Oklahoma Gov. Brad Henry vetoed a bill Wednesday evening that would place greater restriction on private insurance companies' coverage of abortions.
Henry's veto of House Bill 3290 is the fourth abortion-related legislation he has rejected this year. All three prior bills were successfully overridden by members of the House and Senate.
The latest vetoed bill is meant to block state insurance exchanges created under the new federal health care law from covering most abortions. State insurance exchanges are new insurance markets for those who do not receive their health insurance through their employer.
While the bill allows private health insurers to cover abortion in the cases or rape, incest or to prevent the death of the mother, it requires women to buy a separate supplemental policy in order to receive the coverage.
Gov. Henry criticized the bill arguing that it punishes rape and incest victims because the measure requires them to report the crime within 48 hours in order to receive abortion coverage.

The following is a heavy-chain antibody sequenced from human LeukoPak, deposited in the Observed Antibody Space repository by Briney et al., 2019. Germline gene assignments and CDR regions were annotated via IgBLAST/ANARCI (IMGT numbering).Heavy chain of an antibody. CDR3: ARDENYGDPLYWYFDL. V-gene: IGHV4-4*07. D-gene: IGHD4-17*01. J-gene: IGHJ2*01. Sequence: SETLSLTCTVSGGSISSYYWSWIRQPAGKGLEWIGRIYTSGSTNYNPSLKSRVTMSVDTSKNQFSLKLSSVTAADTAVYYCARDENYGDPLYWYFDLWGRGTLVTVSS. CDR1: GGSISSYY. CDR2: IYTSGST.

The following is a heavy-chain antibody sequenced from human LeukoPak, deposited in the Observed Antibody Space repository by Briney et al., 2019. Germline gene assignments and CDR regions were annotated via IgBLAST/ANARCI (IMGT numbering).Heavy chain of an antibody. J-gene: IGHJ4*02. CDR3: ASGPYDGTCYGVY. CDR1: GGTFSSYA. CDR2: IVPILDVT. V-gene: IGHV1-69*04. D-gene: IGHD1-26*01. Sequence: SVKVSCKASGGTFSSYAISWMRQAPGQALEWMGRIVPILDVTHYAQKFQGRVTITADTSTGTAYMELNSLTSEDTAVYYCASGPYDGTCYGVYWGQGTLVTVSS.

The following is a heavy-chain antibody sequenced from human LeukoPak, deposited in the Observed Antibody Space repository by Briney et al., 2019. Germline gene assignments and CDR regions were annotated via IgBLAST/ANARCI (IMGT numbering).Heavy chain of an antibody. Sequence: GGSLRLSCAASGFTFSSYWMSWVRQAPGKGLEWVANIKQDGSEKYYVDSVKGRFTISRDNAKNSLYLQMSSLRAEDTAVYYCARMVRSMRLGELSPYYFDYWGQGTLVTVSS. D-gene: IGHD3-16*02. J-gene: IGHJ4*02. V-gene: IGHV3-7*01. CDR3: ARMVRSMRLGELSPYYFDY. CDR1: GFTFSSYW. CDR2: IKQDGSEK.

"If an incest victim did not report her assault to the police in the time period specified by this legislation, she too would be denied coverage unless she had the clairvoyant foresight to purchase special insurance before the crime against her was committed," wrote the Democratic governor in his veto, according to NewsOk.com.
Rep. Skye McNiel (R-Bristow), who crafted the measure, said she will discuss with House leaders this week on whether to attempt an override of the veto.
The Oklahoma Legislature is controlled by Republicans. Pro-life Democrats helped Republican lawmakers this year override Henry's previous three abortion-related vetoes.
On Tuesday, the Senate completed a third override of Henry's veto concerning an abortion bill. The measure requires women seeking an abortion to provide personal information that will be included on a statistical public website without the women's names. Supporters of the bill say it is needed to understand why women seek abortion and how to prevent it.